This talk reconsiders the role of television entertainment in American political life in the 1970s and beyond. Focusing on the situation comedy All in the Family (CBS, 1971-1979), the talk looks at a turn to politics in entertainment and a turn to entertainment in politics. In the 1970s, fictive characters, including Archie Bunker (played by Carroll O’Connor) and Edith Bunker (Jean Stapleton) of All in the Family but also Hawkeye Pierce (played by Alan Alda) of MAS*H and Mary Richards (played by Mary Tyler Moore) of The Mary Tyler Moore Show, became political icons. Produced by Norman Lear, All in the Family is recognized as a watershed moment in television history. And yet, Oscar Winberg argues, the show did not just change television, it transformed American politics. Recognizing the popularity of television, politicians learned how to use (and abuse) television entertainment to win votes, to fundraise, to promote their agenda, and to push for legislation. Television entertainment in the 1970s thereby remade political life in its image, paving the way for our current moment of mediated showbiz politics.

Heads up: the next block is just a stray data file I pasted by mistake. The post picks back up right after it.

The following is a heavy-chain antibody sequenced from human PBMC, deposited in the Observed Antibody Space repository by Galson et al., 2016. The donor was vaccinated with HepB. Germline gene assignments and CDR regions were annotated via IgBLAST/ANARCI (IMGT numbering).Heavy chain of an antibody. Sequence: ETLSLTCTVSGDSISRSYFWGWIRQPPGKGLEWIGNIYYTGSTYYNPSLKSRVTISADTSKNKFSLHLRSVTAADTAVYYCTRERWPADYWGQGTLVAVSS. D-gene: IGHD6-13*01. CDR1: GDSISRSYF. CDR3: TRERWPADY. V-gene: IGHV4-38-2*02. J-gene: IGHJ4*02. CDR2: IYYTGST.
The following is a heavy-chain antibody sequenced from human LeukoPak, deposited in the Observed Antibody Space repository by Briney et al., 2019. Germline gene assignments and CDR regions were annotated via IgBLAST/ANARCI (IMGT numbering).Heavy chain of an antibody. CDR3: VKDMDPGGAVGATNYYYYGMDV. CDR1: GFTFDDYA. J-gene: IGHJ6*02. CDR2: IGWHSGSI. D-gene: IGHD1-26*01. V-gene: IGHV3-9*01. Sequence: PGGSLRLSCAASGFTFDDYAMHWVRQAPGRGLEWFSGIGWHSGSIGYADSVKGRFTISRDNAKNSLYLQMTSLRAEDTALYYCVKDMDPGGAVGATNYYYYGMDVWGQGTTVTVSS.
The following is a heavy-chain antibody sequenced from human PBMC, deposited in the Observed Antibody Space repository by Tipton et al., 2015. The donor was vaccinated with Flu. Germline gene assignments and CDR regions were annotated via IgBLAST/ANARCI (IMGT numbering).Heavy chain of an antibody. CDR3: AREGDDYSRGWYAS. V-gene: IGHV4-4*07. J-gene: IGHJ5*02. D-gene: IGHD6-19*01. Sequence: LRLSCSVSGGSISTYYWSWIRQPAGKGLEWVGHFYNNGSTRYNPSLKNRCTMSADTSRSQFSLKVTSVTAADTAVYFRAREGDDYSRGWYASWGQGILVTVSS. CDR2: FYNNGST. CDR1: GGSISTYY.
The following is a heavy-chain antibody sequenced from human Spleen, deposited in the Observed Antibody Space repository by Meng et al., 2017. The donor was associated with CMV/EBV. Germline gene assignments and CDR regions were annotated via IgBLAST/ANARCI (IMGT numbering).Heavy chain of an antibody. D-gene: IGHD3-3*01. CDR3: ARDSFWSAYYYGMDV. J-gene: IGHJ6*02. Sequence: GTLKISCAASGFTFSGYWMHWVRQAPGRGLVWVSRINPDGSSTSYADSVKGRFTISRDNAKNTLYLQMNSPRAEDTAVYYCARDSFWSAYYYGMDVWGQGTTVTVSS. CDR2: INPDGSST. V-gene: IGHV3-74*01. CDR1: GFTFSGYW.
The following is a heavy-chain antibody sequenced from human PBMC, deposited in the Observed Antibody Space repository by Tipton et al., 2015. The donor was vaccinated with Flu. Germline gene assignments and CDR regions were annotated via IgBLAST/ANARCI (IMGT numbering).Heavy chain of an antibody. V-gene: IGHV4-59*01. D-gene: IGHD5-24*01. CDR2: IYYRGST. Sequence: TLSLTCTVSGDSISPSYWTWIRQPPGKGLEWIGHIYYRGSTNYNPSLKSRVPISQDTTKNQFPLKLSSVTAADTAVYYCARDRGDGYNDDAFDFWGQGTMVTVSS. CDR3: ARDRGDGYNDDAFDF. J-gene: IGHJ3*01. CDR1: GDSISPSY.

Oscar Winberg holds a Ph.D. in History from Åbo Akademi University. He is working on a political history of television entertainment in the 1970s United States. His work focuses on mass media in modern political history and has appeared in PS: Political Science & Politics, European Journal of American Studies, and Finsk Tidskrift. He is a columnist for Hufvudstadsbladet and has written for venues such as Made by History at the Washington Post, Vasabladet, and the public broadcasting corporation in Finland.